The renovated hunting cabin, which he rents for $1,000 a month (a little less than half of his Williamsburg rent), lies down a long dirt driveway, off a quiet country road. It’s surrounded by a large lawn — he devotes about an hour each week to mowing it — which slopes down to a marshy pond.
Part of the desire to stay is professional. Quitting his job in advertising and embarking on a road trip led Mr. Collignon to his new venture, an artisanal food business. He ate a lot of freeze-dried “astronaut” ice cream while he was on the road, and discovered that the ingredients in his favorite treat were somewhat alarming. He now makes organic, freeze-dried ice cream bars out of a commercial space that he rents for $450 a month in nearby Margaretville. “Try finding that in Brooklyn,” he said. He hopes to start selling his Cosmik Ice Cream bars this fall.
But like his two cats, who were once confined to his Brooklyn one-bedroom but now prowl indoors and out — catching, by his estimate, two mice a day, in addition to the occasional rabbit and snake — Mr. Collignon has come to love the rural life.
“The property is growing on me. In the spring, all of a sudden baby animals are everywhere. The birds all came back, and I watched the geese grow up,” he said. “I sit here in the mornings, drinking coffee, and I can’t complain.”
The cabin is small, about 600 square feet, with one bedroom downstairs and a low-ceilinged loft, reached by a ladderlike staircase, that runs the length of the building. It is unusual for the area, he said, both in its size and aesthetic. The space has modern, airy feel — large windows offer expansive views of the surrounding mountains — and the walls and wood floors have been painted white.
“Most stuff up here is like ski lodges or vacation houses; it’s much larger. And I didn’t need or a want a three-bedroom log cabin. This is better for a single person,” said Mr. Collignon, who found his place through a local broker he discovered on Craigslist. “I didn’t see anything else like this, either. It was all either grandma-chic, with drapes and doilies everywhere, or decorated like a hunting lodge.”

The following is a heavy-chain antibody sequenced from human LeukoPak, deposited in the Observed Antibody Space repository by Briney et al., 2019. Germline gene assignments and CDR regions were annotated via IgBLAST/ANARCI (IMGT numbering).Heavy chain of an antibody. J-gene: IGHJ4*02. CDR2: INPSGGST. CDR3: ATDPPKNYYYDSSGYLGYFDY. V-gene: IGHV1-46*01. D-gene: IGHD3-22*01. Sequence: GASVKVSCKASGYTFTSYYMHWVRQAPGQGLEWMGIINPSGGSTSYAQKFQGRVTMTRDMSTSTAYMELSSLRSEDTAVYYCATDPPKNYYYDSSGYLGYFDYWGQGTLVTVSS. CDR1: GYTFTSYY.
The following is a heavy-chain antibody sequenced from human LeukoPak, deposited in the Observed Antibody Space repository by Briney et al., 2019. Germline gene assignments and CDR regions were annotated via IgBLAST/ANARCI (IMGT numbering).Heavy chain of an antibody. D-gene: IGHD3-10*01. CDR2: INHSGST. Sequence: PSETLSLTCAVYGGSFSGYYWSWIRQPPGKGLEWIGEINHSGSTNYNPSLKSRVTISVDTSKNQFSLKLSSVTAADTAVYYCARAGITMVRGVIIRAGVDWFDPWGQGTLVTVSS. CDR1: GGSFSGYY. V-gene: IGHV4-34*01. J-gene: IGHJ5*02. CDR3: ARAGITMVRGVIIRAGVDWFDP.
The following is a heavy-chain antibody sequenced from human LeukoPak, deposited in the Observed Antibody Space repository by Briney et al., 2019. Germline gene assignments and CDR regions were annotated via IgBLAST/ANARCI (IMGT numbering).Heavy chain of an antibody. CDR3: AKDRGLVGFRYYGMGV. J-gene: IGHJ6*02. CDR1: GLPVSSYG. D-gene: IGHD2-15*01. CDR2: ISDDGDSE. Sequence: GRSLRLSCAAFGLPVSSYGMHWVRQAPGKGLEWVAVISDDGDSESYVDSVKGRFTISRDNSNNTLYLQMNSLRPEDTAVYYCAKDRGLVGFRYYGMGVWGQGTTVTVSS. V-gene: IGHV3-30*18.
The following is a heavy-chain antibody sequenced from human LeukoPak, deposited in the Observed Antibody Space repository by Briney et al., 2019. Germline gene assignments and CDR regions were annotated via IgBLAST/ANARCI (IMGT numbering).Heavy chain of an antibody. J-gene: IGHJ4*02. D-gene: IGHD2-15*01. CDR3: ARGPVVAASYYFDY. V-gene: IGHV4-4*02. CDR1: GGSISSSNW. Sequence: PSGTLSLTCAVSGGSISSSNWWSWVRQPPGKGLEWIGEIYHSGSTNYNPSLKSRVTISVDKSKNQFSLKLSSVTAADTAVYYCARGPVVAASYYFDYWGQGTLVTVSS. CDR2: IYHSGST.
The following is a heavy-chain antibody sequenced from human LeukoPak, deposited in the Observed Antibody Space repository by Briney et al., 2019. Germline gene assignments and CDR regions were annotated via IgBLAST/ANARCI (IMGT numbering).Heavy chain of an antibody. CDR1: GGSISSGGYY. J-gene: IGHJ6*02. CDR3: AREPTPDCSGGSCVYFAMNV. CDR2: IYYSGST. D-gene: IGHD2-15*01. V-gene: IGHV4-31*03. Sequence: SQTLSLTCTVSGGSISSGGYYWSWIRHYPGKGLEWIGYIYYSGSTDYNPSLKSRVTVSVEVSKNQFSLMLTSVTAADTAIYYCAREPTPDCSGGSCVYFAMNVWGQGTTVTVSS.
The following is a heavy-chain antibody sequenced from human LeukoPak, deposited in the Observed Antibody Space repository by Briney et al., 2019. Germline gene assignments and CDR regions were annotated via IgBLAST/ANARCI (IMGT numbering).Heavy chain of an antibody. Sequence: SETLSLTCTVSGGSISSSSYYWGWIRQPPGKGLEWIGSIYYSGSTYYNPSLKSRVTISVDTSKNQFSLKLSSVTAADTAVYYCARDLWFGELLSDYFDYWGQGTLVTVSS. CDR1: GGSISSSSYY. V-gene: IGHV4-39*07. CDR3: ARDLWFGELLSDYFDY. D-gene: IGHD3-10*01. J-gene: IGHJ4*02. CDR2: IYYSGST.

Even so, it took a little while to get used to some aspects of country life, like hearing strange rustlings in the bushes at night and seeing people with shotguns walking on the side of the road in the morning when he was driving to work. “Hunters,” he’d remind himself. The closest movie theater is an hour away, and most of the area restaurants are closed Monday through Wednesday.
Perhaps the biggest stumbling block, however, has been the lack of internet service. The cabin gets only satellite service, which means no streaming movies or binge-watching television shows. “I have to get Netflix DVDs in the mail. That’s basically the evening entertainment. That and cooking. It’s lonely at times, for sure,” said Mr. Collignon, adding that he does his best to entice friends to visit, an easier task in summer than winter.
One frequent visitor has been his girlfriend, a film editor who lives in Greenpoint, Brooklyn. The two met at a Williamsburg bowling alley. Mr. Collignon, wearing an astronaut suit, was there to shoot the video for Cosmik Ice Cream’s Kickstarter campaign.
The early stages of their courtship were a little complicated, but now, in some ways, they have the best of both real estate worlds. He has an apartment where he can stay in the city and she has a country house. She has even hinted that she might be willing to join him upstate someday — if the internet situation were to improve. (So she could work from upstate, that is.)
“At first, I really missed the city and wanted to go down a lot and see people, but at some point it flipped,” Mr. Collignon said. “I miss my friends now, but I don’t really miss Brooklyn.”